This is because Grossman is a master of digital manipulation, who crafts works that appear to be whole but are in fact made out of a disparate assortment of parts. He is also trained in engineering, a subject he studied before falling for photography. This background is reflected in his approach to picture taking, which he turns into a process of assembly and invention. In other words: his photographs are engineered.
Take his “Bookscapes” series, for example, which he began in 2006. In these life-sized and larger-than-life-sized photographs, he presents images of bookshelves stuffed with enviable collections of books, each focused on a single subject, ranging from art to rock-n-roll to fashion to music—and none of them picturing an actual, existing collection.
To make these works, the artist painstakingly stitches together numerous individual photographs of books found on an equally numerous assortment of bookshelves, as if to mimic the process of building an actual collection of books; book-by-book and over time. “I think people enjoy these images because they’re relatable,” he once said. “They’re welcoming, and the relationship each viewer experiences is almost immediately personal.”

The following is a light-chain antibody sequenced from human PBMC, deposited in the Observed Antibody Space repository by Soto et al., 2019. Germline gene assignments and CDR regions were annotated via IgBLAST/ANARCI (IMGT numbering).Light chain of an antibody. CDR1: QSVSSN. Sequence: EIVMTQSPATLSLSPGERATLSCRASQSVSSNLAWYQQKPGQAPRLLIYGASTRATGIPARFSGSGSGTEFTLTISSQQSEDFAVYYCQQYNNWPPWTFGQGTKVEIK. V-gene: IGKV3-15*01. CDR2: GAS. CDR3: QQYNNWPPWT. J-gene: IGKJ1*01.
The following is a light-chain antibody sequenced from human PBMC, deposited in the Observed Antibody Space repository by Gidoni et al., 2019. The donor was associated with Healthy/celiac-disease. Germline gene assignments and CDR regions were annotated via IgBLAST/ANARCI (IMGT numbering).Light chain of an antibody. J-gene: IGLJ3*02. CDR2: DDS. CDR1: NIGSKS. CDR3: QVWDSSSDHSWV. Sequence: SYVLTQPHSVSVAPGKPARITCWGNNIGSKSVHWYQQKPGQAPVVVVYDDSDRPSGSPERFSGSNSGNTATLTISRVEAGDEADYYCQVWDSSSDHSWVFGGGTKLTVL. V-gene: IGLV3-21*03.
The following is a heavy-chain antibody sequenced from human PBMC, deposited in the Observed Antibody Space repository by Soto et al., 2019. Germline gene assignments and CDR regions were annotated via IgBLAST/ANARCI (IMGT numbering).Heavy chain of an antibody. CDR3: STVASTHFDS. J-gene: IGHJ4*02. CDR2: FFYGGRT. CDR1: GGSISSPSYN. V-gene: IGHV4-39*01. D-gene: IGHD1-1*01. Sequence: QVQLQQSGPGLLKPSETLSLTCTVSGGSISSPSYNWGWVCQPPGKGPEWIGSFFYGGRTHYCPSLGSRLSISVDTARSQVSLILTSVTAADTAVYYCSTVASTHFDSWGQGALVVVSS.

In other series, Grossman has focused on the sublime sea- and skyscapes of Antarctica; the architecture of cities worldwide; waves rolling into shore; and shorelines, some featuring shacks composed of patched-together parts and tempting to read as a subtle nod to the patched-together nature of his own work. On some of these shorelines, his bookshelves appear, incongruently. In one image, for example, he places a semi truck on the beach, its side cut away to reveal an especially expansive bookshelf, which, like all of his “Bookscapes,” may put viewers in the mood for browsing.